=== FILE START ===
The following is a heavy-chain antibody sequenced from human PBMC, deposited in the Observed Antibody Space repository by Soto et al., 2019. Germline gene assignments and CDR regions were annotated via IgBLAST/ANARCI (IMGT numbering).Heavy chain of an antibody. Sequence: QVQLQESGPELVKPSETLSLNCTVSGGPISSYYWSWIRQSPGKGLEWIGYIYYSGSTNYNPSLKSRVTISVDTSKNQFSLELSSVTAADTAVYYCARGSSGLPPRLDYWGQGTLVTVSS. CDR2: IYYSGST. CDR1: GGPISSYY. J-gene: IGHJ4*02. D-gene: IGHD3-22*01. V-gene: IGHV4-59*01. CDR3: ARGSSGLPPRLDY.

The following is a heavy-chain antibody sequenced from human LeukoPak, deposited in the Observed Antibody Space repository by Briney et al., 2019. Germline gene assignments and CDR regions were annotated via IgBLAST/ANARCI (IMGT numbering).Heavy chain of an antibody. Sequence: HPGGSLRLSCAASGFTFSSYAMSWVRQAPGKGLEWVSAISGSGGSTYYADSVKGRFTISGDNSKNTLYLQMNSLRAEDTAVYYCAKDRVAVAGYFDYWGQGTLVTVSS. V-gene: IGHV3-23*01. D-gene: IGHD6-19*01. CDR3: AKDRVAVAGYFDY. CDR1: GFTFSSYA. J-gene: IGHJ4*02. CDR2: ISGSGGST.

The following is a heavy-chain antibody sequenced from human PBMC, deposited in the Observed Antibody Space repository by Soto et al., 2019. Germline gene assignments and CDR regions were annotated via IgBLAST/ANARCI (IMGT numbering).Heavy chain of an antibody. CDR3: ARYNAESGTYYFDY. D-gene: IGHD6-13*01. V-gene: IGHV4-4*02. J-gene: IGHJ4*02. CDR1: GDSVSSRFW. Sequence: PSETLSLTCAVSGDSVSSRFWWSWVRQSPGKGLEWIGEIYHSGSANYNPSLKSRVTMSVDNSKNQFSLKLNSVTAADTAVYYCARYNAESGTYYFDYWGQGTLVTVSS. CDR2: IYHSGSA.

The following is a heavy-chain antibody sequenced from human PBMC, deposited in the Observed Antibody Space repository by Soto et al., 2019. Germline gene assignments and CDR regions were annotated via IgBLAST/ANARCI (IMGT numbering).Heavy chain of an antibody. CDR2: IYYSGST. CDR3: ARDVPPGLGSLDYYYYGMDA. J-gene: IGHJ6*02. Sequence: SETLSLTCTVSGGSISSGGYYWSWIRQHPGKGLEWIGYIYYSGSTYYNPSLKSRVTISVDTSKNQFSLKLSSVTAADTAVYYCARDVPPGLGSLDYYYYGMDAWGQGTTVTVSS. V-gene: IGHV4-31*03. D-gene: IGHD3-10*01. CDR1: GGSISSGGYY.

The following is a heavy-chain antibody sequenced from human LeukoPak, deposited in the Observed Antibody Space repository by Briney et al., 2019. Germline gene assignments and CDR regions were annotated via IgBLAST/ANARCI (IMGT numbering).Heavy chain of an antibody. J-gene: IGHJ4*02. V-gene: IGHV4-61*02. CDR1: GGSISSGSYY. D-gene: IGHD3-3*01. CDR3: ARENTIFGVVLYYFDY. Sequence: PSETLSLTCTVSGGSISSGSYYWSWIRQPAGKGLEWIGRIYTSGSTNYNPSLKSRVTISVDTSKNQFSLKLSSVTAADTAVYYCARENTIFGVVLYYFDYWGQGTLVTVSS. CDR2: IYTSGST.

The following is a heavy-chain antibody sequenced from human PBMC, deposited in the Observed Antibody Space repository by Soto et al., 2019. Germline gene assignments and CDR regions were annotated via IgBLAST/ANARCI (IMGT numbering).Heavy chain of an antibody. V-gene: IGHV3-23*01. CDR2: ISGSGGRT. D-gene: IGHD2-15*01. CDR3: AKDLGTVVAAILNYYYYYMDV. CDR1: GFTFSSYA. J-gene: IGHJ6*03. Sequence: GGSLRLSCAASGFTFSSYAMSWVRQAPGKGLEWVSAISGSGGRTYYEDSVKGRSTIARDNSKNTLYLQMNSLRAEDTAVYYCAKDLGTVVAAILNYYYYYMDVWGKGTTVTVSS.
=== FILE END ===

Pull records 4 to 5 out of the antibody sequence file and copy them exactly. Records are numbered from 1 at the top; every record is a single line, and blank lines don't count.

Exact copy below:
The following is a heavy-chain antibody sequenced from human PBMC, deposited in the Observed Antibody Space repository by Soto et al., 2019. Germline gene assignments and CDR regions were annotated via IgBLAST/ANARCI (IMGT numbering).Heavy chain of an antibody. CDR2: IYYSGST. CDR3: ARDVPPGLGSLDYYYYGMDA. J-gene: IGHJ6*02. Sequence: SETLSLTCTVSGGSISSGGYYWSWIRQHPGKGLEWIGYIYYSGSTYYNPSLKSRVTISVDTSKNQFSLKLSSVTAADTAVYYCARDVPPGLGSLDYYYYGMDAWGQGTTVTVSS. V-gene: IGHV4-31*03. D-gene: IGHD3-10*01. CDR1: GGSISSGGYY.

The following is a heavy-chain antibody sequenced from human LeukoPak, deposited in the Observed Antibody Space repository by Briney et al., 2019. Germline gene assignments and CDR regions were annotated via IgBLAST/ANARCI (IMGT numbering).Heavy chain of an antibody. J-gene: IGHJ4*02. V-gene: IGHV4-61*02. CDR1: GGSISSGSYY. D-gene: IGHD3-3*01. CDR3: ARENTIFGVVLYYFDY. Sequence: PSETLSLTCTVSGGSISSGSYYWSWIRQPAGKGLEWIGRIYTSGSTNYNPSLKSRVTISVDTSKNQFSLKLSSVTAADTAVYYCARENTIFGVVLYYFDYWGQGTLVTVSS. CDR2: IYTSGST.